Past Event

Bruegel – Financial Times Forum: The future of euro-area governance

The third event in the Bruegel - Financial Times Forum series looked into the future of euro-area governance.

Date: February 27, 2018, 12:30 pm Topic: Macroeconomic policy

video & audio recordings


At this event, we used Slido to conduct polls. 

What are the missing pieces of the euro-area architecture? How to go beyond the current visions of euro-area governance?
How should the new European Monetary Fund work, in order to break the sovereign-bank link? What are the broader strategic implications for Europe’s position in the world?

Manfred Weber, Guntram Wolff and Gideon Rachman explored the next steps needed to create a more functional and coherent economic governance framework. This event was moderated by Maria Demertzis.

Summary

With improved economic conditions in the EA as well as increased trust in the common currency, the debate not only focused on subdued reforms, but also on a potential new status quo for the EA. However, with awareness that more reforms are needed, there exist both temporary as well as structural obstacles that impede further progress.

Potential objectives and visions for the EA …

  • Complete banking union – the European Deposit Insurance Scheme and a common backstop for the Single Resolution Fund are still outstanding
  • Redefine priorities in budget – identify areas in which EA/EU can contribute most and channel resources towards them e.g. migration, macroeconomic stabilization
  • Improve risk sharing – instruments such as mutual or contingent debt or a budget line that supports the EA economy during downswings are crucial pillars in other monetary unions
  • Safeguard democracy – strengthen the role of European Parliament to guarantee independent institutions
  • Reduce asymmetries – e.g. fiscal rules determine maximum deficit, but allow for discretion on the upside

… and obstacles to achieve them

Temporary

  • National elections – e.g. political German gridlock hampered progress in reforms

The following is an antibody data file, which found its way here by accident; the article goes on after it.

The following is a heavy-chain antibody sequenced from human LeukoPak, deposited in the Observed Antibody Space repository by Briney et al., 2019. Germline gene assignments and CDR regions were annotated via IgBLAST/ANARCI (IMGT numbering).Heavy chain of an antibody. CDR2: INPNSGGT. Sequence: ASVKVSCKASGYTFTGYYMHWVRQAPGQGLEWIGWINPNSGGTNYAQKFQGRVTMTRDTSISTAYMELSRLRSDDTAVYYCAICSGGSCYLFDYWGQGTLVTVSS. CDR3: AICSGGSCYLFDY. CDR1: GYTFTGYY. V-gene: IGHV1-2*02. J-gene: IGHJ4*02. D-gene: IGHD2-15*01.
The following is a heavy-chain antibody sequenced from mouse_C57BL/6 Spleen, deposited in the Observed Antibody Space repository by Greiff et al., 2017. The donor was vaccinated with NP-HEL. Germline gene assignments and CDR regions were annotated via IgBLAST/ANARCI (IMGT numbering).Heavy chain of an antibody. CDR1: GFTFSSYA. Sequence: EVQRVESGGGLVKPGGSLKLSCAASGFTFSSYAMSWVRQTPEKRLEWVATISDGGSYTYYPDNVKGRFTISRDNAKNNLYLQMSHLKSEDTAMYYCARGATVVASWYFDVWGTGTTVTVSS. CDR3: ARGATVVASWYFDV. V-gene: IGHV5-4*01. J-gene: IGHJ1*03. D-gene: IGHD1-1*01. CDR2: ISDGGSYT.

• Lost momentum – Brexit, changing dynamics in the USA, improved economic conditions side-line EA reforms

Structural

  • Mistrust – across nations as well as between nations and EU institutions manifest diverging visions
  • Sovereignty – opposed to the development of other federations, European nations have well developed government functions which leaves less roles for EU and therefore, reluctance to transfer sovereignty
  • Unanimity condition – finding a progressive compromise based on unanimous agreement impedes major reforms

Event notes by David Pichler, Research Assistant.

This event was jointly organised with the Financial Times, one of the world’s leading business news organisations, recognised internationally for its authority, integrity and accuracy.

Schedule

Feb 27, 2018

12:30-13:00

Check in and lunch

13:00-14:00

Panel discussion

Chair: Maria Demertzis, Deputy Director

Gideon Rachman, Chief Foreign Affairs Commentator, Financial Times

Manfred Weber, Chair of the EPP Group, European Parliament

Guntram B. Wolff, Director

14:00-14:30

Q&A

14:30

End

Speakers

Maria Demertzis

Deputy Director

Gideon Rachman

Chief Foreign Affairs Commentator, Financial Times

Manfred Weber

Chair of the EPP Group, European Parliament

Guntram B. Wolff

Director

Location & Contact

Bruegel, Rue de la Charité 33, 1210 Brussels

Matilda Sevon

[email protected]

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